20+ Red Bloodworms - Chironomus plumosus

Russian Red Bloodworm culture - Chironomus plumosus
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Russian Red Bloodworms
    You are bidding on twenty (20+) Bloodworms - Chironomus plumosus?), also known as buzzer midges, chizzywinks, muggleheads, and non-biting midges. They are a species of Chironomidae (informally known as chironomids or non-biting midges the family of nematoceran flies with a global distribution). Many species superficially resemble mosquitoes but they lack the wing scales and elongate mouthparts of the Culicidae -- they do not bite and the females do not need to feed to lay their eggs. One of the most common species is Chironomus plumosus. Its colours vary tremendously according to the nature of its habitat, and you will find green, ginger, brown and almost black sub-species. We call them 'Russian Red' because the reason these guys and our daphnia and red-wrigglers are deep red is due to an extremely well developed hemoglobin system that allows them to exist in water very low in oxygen. The use of the word 'blood' in their name has no relation to blood other than to describe their color. They lay eggs at the surface which sink to the bottom and, chironomid larvae, called bloodworms, develop. They live in tube-like burrows made from detritus on the bottom or sides of the container. In our daphnia cultures they show up in the detrius at the bottom where they make the black stuff look just like pancakes of black swiss cheese. The larger worms will be seen sticking out of the tubes and waving around while the pupae will rise to the surface and stay just at the water line until the adult midge fly emerges.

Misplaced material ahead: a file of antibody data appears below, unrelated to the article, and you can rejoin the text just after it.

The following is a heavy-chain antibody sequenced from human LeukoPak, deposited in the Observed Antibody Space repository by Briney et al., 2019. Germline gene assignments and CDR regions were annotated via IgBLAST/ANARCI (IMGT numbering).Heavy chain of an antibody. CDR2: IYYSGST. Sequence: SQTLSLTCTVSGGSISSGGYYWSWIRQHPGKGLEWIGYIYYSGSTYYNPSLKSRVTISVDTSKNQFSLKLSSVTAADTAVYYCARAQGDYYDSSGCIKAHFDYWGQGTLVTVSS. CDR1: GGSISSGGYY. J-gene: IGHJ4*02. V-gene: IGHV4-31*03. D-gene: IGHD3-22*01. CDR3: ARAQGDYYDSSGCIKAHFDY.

These produce the same bright red bloodworms sold in frozen packages in your local fish store. They do not appear to be difficult to culture. Mine have shown up several times over the years and are now currently in several of my daphnia cultures. When I first saw them I was alarmed as they look just like mosquitoes -- which we would not care to have around. What I first saw were the shells of the emerged insects -- and the insects themselves -- I thought I was looking at mosquitoes. But a closer examination shows that the pupae and other identifying stages of mosquitoes are not present. There were none of the wriggling and flipping larvae with the unique snorkel and fuzzy appendages of a mosquito. And the comma shaped final stages are not seen -- if you do see those snorkel and comma guys -- they did not come from us. Look them up online -- they are sometimes called chizzywinks, muggleheads, and buzzer midges. They do not feed as adults and they are definitely not related to mosquitoes -- they are non-biting. They are in the same clear totes we culture the daphnia in and appear to live together in peaceful co-existence -- the cold war is over. We feed crushed flake food to the daphnia and occasional water changes with the replacement water green-water -- the blood worms apparently eat the flake food when it reaches the bottom. We have in each tote: one airline with a large screw holding it down with a notch above the screw for the air to come out. We use no heaters and the only suggested difference is to have a tight-fitting glass top or screen to keep the adults in the air-space above the culture and not escaping. They will not bite but to continue the culture the eggs of the females must be laid in the culture tank or else they will lay them in your other tanks and the eggs and larvae will be eaten. The biggest problem I have with them is that a few always escape when I feed them each day -- let me know if you have an idea to avoid this problem. I suggest having a small hole in the middle of the container top that you cover when not feeding. For collection use the same hole to insert a siphon tube and siphon out the bloodworms into a bucket. Use a green quicknet to get the live adults you need for your fish and put the rest back into the culture through the hole (using a funnel?). It is easy to see if your culture is thriving -- there will be a bunch of floating shells looking like mosquitoes at the surface and sticking to the walls above the water line. If you let the water go clear or carefully lower the water, you can see the swiss cheese black pancakes that they live in -- and they will be waving at you. If I stir the water up the holey pancakes are reformed fairly quickly but the adult worms will be then floating around where you can catch them with a green quick-net for feeding to your fish.